I find myself checking my bank account for charges from fish and wildlife organizations in all of the states I applied during the late spring and throughout the summer. Sure enough, I have not seen any of those charges, which means that I wasn’t one of the lucky folks who drew an Arizona elk tag or a New Mexico bighorn sheep tag. In all reality, I hype myself up every year and end up with the same results. When this happens, I end up scrambling to decide how I am going to pull off a hunt or two in the fall.
I have found out a secret loophole that will get you hunting every single year in multiple states. Well, it’s not actually a loophole, but it is something a lot of hunters do not take advantage of and miss opportunities to fill the freezer or put a nice trophy on the wall (whatever you are into).
The first thing I suggest hunters look into if they did not draw tags in their home state is leftover tags. Most states end up allocating more tags in some units than people apply for meaning those controlled hunt tags are not used and will go for sale as leftovers or even sometimes those tags are turned back in and you have the ability to pick one up. The reason I suggest looking in your home state first is because you have probably already bought your hunting license and you may even know the area where there are leftover tags available. You should have a leg up on some out-of-state hunters who don’t know your home state as well as you do. If you are looking for out-of-state opportunities, do your research. GOHUNT Insider is the perfect way to help you determine if there are good animal counts, public land access and trophy potential. Do your research prior to purchasing a leftover tag so you know what the tag consists of exactly. Some tags are specific to youth only, some are cow elk or doe deer only and some are even only for private land.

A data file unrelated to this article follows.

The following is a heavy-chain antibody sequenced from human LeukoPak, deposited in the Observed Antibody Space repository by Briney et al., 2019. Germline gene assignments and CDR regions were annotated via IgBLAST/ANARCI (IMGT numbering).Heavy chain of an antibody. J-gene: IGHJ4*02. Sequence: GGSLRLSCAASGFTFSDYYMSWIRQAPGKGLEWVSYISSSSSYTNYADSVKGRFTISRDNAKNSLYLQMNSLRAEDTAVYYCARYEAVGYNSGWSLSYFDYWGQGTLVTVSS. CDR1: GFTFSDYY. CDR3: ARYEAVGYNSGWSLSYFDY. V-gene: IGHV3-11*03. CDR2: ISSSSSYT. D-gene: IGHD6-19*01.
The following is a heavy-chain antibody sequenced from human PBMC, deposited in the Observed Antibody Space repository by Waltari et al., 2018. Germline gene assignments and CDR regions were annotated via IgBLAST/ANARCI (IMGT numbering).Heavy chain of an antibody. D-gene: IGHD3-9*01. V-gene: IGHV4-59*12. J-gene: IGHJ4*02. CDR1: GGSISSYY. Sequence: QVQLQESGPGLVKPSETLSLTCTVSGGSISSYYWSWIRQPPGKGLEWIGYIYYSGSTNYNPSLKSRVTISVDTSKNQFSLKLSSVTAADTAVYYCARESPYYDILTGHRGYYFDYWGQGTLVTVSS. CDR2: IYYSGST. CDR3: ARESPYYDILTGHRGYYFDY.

The second thing I would suggest to hunters who did not draw any tags is to look into picking up general season tags. These typically have high hunter numbers and limited hunting areas, but this is still a way to get into the woods and hunt after you were unsuccessful in the draw. This seems like a no brainer; however, a lot of people give up on their fall hunts that do not capitalize on their opportunities that most states allow. Again, with any general tags or units I would urge hunters to do their research on public land access and big game regulations. Along with general season tags, look into over-the-counter (OTC) tags for out-of-state. These are, in fact, general tags, but I like to consider them a little different when discussing out-of-state OTC tags. Many states have general season/OTC tags that could be amazing hunts if proper planning and some effort is put in. For example, Arizona has a three season OTC deer tag for archery in specific units throughout December and January. The tag could be good for either mule deer or Coues deer. If a hunter planned it correctly he or she could get on a general season home state deer or elk hunt and end up in Arizona with a bow, hunting desert mule deer hunt when most western state hunting seasons are over.
The last suggestion I have for unsuccessful tag applicants is to look into landowner tags and cancellation hunts. When it gets closer to season time and land owners have not been able to sell their landowner tags, they tend to drop their price a bit, which makes hunting their land a lot more affordable. There are plenty of places to find these tags and GOHUNT even posts landowner tags in multiple western states here as well as guided hunt opportunities.
Educating yourself in opportunities will help in your ability to hunt more. Spending time truly learning all of the benefits that GOHUNT provides will give you the best chance of getting out in the woods. There are still many western states that have leftover tags available and also general tags available.
DISCLAIMER: Writer and GOHUNT are not liable or responsible for any disgruntled spouses, children and/or employers now that you will be hunting more.